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“No pain, no gain.” “Ouch…that hurts.” Both are statements about workout pains. One is meant to be a motivational mantra, while the other is someone potentially risking injury. If you want to continue making gym progress, you’re going to have to learn the difference between workout pains. One you’ll experience getting bigger, stronger, and/or leaner. The other you’ll experience right before you get injured.
The most common of bad workout pains gym goers experience is DOMS – delayed onset muscle soreness. This is the ache you feel in you can start to feel in your muscles anywhere from 6-8 hours after a workout, and usually maxing out 1.5-2 days later.
While some many think that muscle soreness is caused by a buildup of lactic acid in the muscle, this is not true. A study in Clinics in Sports Medicine showed that DOMS is actually caused by microscopic trauma to the muscle and connective tissues. This is especially true during what’s known as “eccentric contraction” (i.e. – the “lowering” or “negative” part of a movement.)
Basically what’s happening is that you’re putting a load on the muscle it’s not used to performing under, and this is causing it to be damaged. Within reason, this isn’t a bad thing and this micro-trauma is necessary for muscular growth and adaptation. As you adapt to that specific workout or activity, the amount of DOMS you experience will lessen.
Getting over workout pains from DOMS the next day is fairly doable. A study in the Journal of Exercise Rehabilitation showed massage is very effective for this. Many have also had luck with foam rolling, contrast showers, and epsom salt baths.
By nature, working out is supposed to be difficult. If it wasn’t, it wouldn’t elicit a proper training response, and you’d never develop more size and strength. However, newbie gym goers can often have a hard time discerning different types of workout pains.
By and large, any sort of fatigue you experience is going to happen gradually. This will, of course, vary depending on the type of workout you’re doing, but you’ll start off feeling fine. The work you’re currently doing (be it heavy sets, max rep burnouts, or even cardio) will then start to require more and more effort and your part.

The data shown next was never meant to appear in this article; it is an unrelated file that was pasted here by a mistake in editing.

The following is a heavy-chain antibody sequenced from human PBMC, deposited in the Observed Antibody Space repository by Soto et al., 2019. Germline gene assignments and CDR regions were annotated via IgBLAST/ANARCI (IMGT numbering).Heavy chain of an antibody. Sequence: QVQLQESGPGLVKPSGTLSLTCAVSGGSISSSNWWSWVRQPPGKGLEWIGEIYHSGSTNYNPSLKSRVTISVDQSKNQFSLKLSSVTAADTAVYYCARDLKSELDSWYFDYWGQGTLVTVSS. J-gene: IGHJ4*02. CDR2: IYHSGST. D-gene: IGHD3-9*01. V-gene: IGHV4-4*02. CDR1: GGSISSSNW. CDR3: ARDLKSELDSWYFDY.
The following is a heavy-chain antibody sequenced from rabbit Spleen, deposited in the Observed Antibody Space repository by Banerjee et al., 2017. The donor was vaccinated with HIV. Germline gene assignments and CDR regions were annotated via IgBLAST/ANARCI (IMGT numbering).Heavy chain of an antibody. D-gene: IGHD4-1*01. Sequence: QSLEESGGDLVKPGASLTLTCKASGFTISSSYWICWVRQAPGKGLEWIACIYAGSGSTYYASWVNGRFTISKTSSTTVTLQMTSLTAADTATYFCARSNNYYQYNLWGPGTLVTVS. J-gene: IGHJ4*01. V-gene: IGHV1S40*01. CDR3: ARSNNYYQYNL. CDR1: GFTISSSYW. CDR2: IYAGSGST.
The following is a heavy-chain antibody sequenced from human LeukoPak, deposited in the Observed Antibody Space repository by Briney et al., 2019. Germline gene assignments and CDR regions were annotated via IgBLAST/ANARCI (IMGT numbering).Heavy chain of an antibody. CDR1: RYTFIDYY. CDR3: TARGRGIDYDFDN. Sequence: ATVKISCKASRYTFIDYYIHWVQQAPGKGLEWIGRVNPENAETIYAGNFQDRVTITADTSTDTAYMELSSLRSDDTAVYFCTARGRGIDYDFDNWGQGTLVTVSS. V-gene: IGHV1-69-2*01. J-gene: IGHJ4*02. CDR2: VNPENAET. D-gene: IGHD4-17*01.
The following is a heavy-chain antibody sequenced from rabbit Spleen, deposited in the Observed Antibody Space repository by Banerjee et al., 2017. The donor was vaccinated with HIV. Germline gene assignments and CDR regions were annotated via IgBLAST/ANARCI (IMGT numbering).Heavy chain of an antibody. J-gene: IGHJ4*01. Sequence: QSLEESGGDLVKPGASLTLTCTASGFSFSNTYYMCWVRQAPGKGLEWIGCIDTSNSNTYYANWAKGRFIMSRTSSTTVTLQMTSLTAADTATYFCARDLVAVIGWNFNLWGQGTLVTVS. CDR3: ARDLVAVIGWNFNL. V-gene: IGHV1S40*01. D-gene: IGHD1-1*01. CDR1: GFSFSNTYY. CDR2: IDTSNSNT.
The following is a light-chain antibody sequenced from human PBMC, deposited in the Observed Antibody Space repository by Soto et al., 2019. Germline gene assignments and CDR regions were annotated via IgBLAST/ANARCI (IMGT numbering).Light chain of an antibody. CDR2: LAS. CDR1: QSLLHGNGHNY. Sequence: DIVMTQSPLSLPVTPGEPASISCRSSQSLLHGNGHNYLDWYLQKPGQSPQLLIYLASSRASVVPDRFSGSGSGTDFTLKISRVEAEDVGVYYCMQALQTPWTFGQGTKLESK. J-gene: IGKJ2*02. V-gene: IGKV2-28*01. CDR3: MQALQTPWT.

This can feel difficult, and may even be construed as “painful”. But it’s only you getting more tired, and is something you can mentally push through. In fact, many would even consider this a “good” workout pain, as it usually means you’re working hard. While fatigue shouldn’t be the goal of your workout, that doesn’t mean experiencing it is a bad thing.
If while training you experience any sort of sudden, sharp, or out of nowhere painful sensation, that could be indicative of something harmful. If this happens, go ahead and terminate your set. And if these sort of workout pains occur in the joints (rather than the muscle), definitely stop what you’re doing immediately.
There’s no real prescription for what to do if you suddenly experience something like this, as there are simply too many potential causes. You could be using entirely too much weight, using very bad form, or about to suffer a freak injury. After stopping your set, try another to see if the pain has subsided. If not, you should seek out qualified help.
First find an experienced trainer who might be able to assess your exercise execution. Or failing that, do your best by watching workout videos to make sure you’re using correct form. If that doesn’t help, you may want to talk to a doctor or physical therapist to see if you have any potential pre-existing or congenital issues that need to be addressed.
After some more gym experience, you’ll get to know your own body better, know how hard you can push yourself, and know when something means you’re about to get hurt. Pay attention, be smart, and you’ll be able to work as hard as you like while still staying healthy. Just remember that if all else fails, seeking out a qualified trainer or medical professional for advice is never a bad idea.